Albany politicians used the state budget process to impose a ban on standardized testing in prekindergarten through 2nd grade and restrict the use of state test results for student promotion. No action was taken on the use of the tests for teacher evaluations, although the governor suggested that legislators should address the issue soon.
“Legislators were right to shield students from the consequences of these new tests,” said UFT President Michael Mulgrew. “Why should teachers still be judged by them?”
Responding to a statewide outcry over the way that new Common Core Learning Standards and state tests were rolled out, lawmakers stipulated that standardized test scores cannot appear on the transcripts of students in the 3rd through 8th grades until 2018, nor can they be the primary basis for promotion or placement decisions.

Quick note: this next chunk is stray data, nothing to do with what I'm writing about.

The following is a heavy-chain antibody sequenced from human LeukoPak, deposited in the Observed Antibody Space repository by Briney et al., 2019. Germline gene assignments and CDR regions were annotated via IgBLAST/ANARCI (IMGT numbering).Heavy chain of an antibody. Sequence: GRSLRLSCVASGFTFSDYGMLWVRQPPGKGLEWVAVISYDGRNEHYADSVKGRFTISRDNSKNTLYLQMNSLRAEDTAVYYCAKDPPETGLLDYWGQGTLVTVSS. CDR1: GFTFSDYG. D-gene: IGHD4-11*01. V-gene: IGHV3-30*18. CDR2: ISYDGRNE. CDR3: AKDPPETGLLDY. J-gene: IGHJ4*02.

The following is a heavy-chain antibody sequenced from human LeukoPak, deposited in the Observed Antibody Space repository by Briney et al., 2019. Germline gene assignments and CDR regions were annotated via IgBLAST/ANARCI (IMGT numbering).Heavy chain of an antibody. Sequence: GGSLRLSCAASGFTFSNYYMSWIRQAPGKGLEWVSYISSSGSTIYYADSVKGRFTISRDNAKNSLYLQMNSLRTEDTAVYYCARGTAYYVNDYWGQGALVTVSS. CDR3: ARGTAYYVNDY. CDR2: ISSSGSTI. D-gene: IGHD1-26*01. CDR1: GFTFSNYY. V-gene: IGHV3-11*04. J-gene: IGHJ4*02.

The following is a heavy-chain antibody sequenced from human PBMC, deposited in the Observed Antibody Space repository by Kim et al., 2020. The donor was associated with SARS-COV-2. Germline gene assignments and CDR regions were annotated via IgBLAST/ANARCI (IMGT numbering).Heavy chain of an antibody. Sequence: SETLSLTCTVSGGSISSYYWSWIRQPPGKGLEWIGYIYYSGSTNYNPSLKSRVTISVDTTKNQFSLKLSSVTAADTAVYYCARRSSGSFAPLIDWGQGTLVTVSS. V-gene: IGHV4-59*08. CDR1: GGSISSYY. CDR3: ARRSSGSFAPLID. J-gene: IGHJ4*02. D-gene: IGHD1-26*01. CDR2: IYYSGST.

Students can no longer be required to repeat the grade if they fail the state’s new Common Core tests. New York City was the lone district in the state that used test scores as the sole criteria in determining promotion, but Chancellor Carmen Fariña on April 10 reversed that policy.
Gov. Andrew Cuomo indicated on March 31 that he would consider delaying the use of the new Common Core test results to evaluate teachers.
“If you said Common Core testing was premature for the students, and you just halted the grades on the transcripts, then what is your opinion about the impact of Common Core testing on teacher evaluations, and what should be done?” he asked. “That is an issue that we have not addressed and that we need to address before the end of session.”
Previously, the governor had resisted the idea of any modifications to the new teacher evaluation system.